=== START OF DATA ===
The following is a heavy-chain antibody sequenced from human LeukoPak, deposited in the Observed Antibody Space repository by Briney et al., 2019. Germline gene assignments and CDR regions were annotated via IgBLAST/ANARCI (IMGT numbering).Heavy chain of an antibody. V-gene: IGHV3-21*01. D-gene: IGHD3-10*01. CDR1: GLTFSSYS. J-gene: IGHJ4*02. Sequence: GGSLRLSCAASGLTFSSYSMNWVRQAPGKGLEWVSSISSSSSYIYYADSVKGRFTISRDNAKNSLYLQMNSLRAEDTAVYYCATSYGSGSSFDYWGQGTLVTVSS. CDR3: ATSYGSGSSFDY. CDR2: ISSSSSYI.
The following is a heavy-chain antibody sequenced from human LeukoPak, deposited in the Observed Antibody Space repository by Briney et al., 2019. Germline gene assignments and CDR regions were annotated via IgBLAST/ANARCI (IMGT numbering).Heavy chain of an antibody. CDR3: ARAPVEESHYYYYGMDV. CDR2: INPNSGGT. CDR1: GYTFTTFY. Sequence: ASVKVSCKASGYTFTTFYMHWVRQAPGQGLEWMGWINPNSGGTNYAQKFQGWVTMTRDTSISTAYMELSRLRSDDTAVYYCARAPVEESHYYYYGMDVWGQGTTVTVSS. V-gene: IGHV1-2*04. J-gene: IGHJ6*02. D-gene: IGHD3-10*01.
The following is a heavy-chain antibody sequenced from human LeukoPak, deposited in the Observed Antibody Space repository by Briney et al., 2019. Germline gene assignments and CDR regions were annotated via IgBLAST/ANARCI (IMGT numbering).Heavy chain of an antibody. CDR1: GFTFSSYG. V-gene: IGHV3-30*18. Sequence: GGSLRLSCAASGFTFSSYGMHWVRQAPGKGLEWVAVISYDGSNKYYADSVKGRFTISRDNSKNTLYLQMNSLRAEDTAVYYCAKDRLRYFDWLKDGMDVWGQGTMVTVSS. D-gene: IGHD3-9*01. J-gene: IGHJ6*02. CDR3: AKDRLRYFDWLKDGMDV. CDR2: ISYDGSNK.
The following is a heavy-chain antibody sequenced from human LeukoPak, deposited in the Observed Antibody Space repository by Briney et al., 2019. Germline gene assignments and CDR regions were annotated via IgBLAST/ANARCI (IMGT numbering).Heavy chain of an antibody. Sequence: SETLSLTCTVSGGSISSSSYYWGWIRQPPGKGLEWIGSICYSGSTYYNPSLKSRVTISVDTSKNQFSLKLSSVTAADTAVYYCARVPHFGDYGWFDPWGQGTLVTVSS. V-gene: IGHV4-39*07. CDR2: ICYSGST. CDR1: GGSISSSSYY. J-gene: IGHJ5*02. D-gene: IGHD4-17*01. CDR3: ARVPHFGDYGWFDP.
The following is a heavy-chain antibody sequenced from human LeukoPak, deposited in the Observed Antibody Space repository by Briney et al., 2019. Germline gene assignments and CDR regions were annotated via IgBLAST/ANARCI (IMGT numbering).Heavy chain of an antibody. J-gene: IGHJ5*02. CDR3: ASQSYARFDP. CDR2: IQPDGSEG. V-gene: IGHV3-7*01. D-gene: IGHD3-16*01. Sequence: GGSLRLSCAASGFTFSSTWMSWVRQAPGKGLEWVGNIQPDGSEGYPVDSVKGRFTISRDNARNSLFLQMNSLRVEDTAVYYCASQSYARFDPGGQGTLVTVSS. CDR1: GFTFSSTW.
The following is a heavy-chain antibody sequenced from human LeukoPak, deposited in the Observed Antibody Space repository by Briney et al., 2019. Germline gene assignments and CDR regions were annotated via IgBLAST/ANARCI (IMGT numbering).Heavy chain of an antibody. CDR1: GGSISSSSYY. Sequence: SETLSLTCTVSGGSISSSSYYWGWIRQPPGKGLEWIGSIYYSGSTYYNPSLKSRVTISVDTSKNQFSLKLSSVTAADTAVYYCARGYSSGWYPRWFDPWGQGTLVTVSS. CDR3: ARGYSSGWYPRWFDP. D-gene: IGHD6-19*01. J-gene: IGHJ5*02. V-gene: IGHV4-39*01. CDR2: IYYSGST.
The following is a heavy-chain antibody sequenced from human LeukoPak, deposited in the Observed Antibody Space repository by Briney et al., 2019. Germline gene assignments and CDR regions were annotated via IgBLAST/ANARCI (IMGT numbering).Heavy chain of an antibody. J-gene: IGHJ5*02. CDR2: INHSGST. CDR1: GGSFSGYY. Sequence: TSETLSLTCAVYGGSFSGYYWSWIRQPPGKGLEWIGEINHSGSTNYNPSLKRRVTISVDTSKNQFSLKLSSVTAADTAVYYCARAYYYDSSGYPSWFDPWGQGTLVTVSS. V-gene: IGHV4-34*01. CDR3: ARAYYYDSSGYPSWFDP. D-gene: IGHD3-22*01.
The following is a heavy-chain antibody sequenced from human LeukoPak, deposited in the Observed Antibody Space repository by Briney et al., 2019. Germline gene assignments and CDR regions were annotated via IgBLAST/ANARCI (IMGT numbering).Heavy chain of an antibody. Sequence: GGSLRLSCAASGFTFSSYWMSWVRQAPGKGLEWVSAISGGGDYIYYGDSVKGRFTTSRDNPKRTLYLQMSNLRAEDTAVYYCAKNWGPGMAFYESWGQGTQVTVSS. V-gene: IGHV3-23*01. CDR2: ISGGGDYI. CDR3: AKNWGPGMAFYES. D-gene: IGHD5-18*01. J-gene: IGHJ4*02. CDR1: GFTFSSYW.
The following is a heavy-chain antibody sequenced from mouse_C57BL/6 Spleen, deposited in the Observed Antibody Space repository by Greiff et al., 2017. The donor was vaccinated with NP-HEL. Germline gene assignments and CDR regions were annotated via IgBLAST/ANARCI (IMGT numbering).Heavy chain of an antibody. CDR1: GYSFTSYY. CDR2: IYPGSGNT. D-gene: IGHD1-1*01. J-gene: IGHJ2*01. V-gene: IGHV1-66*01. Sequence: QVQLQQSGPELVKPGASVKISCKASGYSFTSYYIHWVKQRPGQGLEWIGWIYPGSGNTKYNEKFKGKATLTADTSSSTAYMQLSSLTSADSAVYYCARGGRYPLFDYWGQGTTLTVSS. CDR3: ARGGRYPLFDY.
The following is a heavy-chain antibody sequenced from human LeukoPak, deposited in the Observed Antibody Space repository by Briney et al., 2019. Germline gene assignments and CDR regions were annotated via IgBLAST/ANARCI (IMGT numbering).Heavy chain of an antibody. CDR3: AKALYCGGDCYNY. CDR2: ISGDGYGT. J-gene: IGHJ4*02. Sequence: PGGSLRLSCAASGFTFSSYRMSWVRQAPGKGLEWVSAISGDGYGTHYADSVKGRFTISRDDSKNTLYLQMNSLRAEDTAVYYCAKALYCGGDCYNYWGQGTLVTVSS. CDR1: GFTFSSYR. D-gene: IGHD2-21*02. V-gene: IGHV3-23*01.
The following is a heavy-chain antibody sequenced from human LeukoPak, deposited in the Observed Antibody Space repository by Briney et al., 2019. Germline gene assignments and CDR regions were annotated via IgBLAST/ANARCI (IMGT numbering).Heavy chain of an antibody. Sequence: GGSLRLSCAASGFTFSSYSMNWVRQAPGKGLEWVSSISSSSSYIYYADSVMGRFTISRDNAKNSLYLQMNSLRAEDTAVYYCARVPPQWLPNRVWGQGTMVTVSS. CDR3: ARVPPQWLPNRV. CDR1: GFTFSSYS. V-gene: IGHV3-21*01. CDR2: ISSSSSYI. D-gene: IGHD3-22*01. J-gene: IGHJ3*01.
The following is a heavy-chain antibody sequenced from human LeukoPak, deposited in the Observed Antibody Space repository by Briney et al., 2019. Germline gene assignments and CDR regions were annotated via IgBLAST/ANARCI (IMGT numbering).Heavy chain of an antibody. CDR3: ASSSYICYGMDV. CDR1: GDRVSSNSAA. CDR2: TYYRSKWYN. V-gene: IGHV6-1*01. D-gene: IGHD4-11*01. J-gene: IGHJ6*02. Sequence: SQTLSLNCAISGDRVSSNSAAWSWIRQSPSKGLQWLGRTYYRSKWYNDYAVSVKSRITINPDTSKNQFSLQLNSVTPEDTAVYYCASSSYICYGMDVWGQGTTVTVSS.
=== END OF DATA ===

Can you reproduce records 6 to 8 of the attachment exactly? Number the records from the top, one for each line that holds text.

The following is a heavy-chain antibody sequenced from human LeukoPak, deposited in the Observed Antibody Space repository by Briney et al., 2019. Germline gene assignments and CDR regions were annotated via IgBLAST/ANARCI (IMGT numbering).Heavy chain of an antibody. CDR1: GGSISSSSYY. Sequence: SETLSLTCTVSGGSISSSSYYWGWIRQPPGKGLEWIGSIYYSGSTYYNPSLKSRVTISVDTSKNQFSLKLSSVTAADTAVYYCARGYSSGWYPRWFDPWGQGTLVTVSS. CDR3: ARGYSSGWYPRWFDP. D-gene: IGHD6-19*01. J-gene: IGHJ5*02. V-gene: IGHV4-39*01. CDR2: IYYSGST.
The following is a heavy-chain antibody sequenced from human LeukoPak, deposited in the Observed Antibody Space repository by Briney et al., 2019. Germline gene assignments and CDR regions were annotated via IgBLAST/ANARCI (IMGT numbering).Heavy chain of an antibody. J-gene: IGHJ5*02. CDR2: INHSGST. CDR1: GGSFSGYY. Sequence: TSETLSLTCAVYGGSFSGYYWSWIRQPPGKGLEWIGEINHSGSTNYNPSLKRRVTISVDTSKNQFSLKLSSVTAADTAVYYCARAYYYDSSGYPSWFDPWGQGTLVTVSS. V-gene: IGHV4-34*01. CDR3: ARAYYYDSSGYPSWFDP. D-gene: IGHD3-22*01.
The following is a heavy-chain antibody sequenced from human LeukoPak, deposited in the Observed Antibody Space repository by Briney et al., 2019. Germline gene assignments and CDR regions were annotated via IgBLAST/ANARCI (IMGT numbering).Heavy chain of an antibody. Sequence: GGSLRLSCAASGFTFSSYWMSWVRQAPGKGLEWVSAISGGGDYIYYGDSVKGRFTTSRDNPKRTLYLQMSNLRAEDTAVYYCAKNWGPGMAFYESWGQGTQVTVSS. V-gene: IGHV3-23*01. CDR2: ISGGGDYI. CDR3: AKNWGPGMAFYES. D-gene: IGHD5-18*01. J-gene: IGHJ4*02. CDR1: GFTFSSYW.